The NFL’s selection of Las Vegas to host this year’s Super Bowl is shining a spotlight on the explosion of legal sports betting, especially on mobile apps.
New York Rep. Paul Tonko worries the ease of access the apps provide is opening the floodgates to addiction – particularly among young people – and says lawmakers should step in.
“We need to avoid a potential crisis here,” the Albany-area Democrat said.
The sites have taken off in recent years, following a 2018 Supreme Court ruling that opened the door for states to legalize sports gambling.
Tonko says the apps allow gamblers to bet on more than just the result of a particular match.
“It's not just whether team A beats team B in the Super Bowl, but it's every inch of the game, every play. Will it be a run? Will it be a pass? How many yards: under 10, over 10?” he said.
In New York state, mobile sports betting went live in 2022.
Data compiled by the state Comptroller’s Office shows that during the 2022-2023 budget year, the state collected roughly $727.4 million in taxes from mobile sports betting.
But, during 2022, the state also saw a 26% increase in problem gambling-related calls to the Office of Addiction Services and Supports.
“Yes, those are dollars into the state,” Tonko said. “But how many dollars are going to be required of these states to address yet another illness of addiction?”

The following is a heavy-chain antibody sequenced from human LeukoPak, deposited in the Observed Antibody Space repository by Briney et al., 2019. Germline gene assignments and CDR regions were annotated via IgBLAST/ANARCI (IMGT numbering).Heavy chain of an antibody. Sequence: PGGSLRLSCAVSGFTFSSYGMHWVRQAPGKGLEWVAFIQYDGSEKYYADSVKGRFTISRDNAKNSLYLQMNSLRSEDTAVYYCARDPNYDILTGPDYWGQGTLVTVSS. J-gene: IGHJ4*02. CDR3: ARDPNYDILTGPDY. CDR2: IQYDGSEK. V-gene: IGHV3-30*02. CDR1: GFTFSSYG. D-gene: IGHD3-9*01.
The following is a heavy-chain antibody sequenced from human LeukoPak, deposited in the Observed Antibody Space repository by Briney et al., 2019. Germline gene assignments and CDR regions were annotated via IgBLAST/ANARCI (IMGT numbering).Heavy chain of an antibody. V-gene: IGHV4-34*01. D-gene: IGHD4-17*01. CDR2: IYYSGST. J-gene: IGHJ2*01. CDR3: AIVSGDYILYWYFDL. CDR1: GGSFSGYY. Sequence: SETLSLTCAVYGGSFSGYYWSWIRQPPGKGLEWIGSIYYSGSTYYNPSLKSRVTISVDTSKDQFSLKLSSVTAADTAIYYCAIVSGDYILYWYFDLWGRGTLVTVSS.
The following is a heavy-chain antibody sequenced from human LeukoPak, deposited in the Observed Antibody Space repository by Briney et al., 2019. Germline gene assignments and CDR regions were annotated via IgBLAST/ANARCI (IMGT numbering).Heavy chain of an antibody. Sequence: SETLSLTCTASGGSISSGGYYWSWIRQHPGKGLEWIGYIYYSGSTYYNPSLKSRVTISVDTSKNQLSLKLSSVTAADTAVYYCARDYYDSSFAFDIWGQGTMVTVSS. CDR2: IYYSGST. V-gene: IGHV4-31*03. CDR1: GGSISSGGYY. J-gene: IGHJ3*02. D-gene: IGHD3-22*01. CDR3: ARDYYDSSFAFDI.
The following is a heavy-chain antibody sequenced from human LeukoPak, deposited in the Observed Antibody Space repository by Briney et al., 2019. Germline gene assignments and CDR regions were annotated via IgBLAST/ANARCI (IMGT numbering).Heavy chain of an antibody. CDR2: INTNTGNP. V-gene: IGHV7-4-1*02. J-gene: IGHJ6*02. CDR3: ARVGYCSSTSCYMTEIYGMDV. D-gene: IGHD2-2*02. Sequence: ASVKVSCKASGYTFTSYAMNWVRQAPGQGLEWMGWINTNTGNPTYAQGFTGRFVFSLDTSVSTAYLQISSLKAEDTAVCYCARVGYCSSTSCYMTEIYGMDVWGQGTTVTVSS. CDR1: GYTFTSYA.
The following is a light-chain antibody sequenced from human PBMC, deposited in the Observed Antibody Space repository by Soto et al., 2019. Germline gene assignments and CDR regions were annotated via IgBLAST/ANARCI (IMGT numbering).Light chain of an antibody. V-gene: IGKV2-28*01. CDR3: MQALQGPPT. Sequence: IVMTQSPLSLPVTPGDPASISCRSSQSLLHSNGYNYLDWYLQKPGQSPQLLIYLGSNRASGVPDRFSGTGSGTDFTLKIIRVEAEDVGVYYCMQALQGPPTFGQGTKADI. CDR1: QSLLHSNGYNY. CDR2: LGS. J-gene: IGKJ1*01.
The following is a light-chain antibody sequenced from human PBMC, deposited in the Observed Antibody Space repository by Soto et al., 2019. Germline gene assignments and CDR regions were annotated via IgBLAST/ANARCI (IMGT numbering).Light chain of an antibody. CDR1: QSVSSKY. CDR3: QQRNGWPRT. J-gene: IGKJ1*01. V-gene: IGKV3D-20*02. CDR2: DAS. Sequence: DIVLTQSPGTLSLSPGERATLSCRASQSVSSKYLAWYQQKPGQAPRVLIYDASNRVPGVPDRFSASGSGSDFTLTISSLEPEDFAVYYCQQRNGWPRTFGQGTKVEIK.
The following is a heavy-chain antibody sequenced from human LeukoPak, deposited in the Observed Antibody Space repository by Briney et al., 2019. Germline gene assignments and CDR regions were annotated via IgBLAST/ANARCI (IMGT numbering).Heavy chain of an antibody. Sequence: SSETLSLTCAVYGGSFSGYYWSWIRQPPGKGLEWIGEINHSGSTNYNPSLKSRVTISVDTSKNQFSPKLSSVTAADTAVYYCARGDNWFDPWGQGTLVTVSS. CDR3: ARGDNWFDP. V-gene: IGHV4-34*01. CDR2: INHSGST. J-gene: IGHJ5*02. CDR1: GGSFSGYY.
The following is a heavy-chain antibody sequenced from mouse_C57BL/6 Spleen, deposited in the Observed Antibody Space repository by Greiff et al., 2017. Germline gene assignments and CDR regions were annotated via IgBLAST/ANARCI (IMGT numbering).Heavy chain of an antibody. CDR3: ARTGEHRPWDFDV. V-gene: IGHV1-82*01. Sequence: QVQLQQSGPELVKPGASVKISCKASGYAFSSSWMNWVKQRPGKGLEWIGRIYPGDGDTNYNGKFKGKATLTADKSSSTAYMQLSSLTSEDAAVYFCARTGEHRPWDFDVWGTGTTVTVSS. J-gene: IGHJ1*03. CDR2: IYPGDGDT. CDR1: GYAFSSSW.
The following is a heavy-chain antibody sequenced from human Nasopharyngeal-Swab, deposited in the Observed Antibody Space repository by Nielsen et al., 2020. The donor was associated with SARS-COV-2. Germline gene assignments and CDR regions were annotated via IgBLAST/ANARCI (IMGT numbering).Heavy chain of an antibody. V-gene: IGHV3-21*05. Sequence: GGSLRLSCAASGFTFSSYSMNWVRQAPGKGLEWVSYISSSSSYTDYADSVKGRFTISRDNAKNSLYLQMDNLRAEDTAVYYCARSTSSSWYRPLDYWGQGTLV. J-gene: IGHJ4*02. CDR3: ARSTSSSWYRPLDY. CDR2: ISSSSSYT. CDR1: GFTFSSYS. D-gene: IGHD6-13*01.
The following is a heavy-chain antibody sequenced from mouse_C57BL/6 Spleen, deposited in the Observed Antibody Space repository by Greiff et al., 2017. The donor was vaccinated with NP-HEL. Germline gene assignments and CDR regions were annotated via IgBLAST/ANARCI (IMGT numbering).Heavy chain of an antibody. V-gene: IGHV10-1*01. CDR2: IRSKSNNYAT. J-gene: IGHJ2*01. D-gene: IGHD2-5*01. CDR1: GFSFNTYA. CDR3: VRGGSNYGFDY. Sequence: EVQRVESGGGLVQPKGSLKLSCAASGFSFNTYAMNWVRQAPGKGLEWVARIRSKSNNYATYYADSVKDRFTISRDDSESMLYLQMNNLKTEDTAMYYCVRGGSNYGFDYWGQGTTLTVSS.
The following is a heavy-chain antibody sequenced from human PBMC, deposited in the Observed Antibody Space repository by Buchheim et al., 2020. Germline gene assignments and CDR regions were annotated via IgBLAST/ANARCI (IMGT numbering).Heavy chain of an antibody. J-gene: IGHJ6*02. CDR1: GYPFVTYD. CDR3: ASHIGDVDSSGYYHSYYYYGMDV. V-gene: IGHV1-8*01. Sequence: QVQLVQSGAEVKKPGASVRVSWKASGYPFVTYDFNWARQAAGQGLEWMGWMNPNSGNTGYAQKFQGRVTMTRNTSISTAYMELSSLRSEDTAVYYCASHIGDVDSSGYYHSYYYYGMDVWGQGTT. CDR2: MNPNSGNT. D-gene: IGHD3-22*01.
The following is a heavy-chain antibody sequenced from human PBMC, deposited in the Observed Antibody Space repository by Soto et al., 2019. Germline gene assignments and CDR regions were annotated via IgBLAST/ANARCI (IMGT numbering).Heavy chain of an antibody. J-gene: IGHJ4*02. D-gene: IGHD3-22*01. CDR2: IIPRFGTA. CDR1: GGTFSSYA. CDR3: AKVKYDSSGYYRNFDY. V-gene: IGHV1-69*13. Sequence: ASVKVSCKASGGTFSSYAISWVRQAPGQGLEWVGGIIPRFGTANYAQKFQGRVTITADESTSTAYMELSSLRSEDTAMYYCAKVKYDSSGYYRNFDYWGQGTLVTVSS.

The congressman wants lawmakers to respond, and has introduced legislation to prohibit sportsbooks ads on TV, radio and the internet. The bill is modeled on the landmark 1970 law that restricted ads for cigarettes.
“The most vulnerable by category in our society are those preyed upon by this advertising frenzy,” he said.
The American Gaming Association (AGA), a trade organization for the gambling industry, opposes the proposed ad restrictions, arguing they would violate free speech. In a statement, Chris Cylke, a senior vice president of the AGA, said that “any such effort only serves to reduce awareness for legal options to the benefit of illegal, offshore operators and the detriment of consumers and communities.”
“Congress should instead focus its attention on combatting the predatory and pervasive offshore illegal market that offers no responsible gaming measures, age verification or problem gambling resources,” he said.
The AGA last year updated its marketing standards to ban the use of "risk free" language in ads and improve protections for college-aged individuals.
So far, Tonko’s bill faces steep odds. It only has one cosponsor. However, Tonko says he is convinced that as the issue gets more of a public airing, his colleagues will begin to see the need to act.
Separately, last month, Tonko sent a letter to the U.S. Department of Health and Human Services, saying that he has learned of Americans “experiencing difficulties when seeking treatment for gambling addiction.”
He urged the agency to “clarify that HHS recognizing gambling disorder is a mental health and substance use disorder, and as such, is required to be covered as an essential health benefit.”
An HHS spokesperson confirmed the agency had received the letter and will respond directly to Tonko.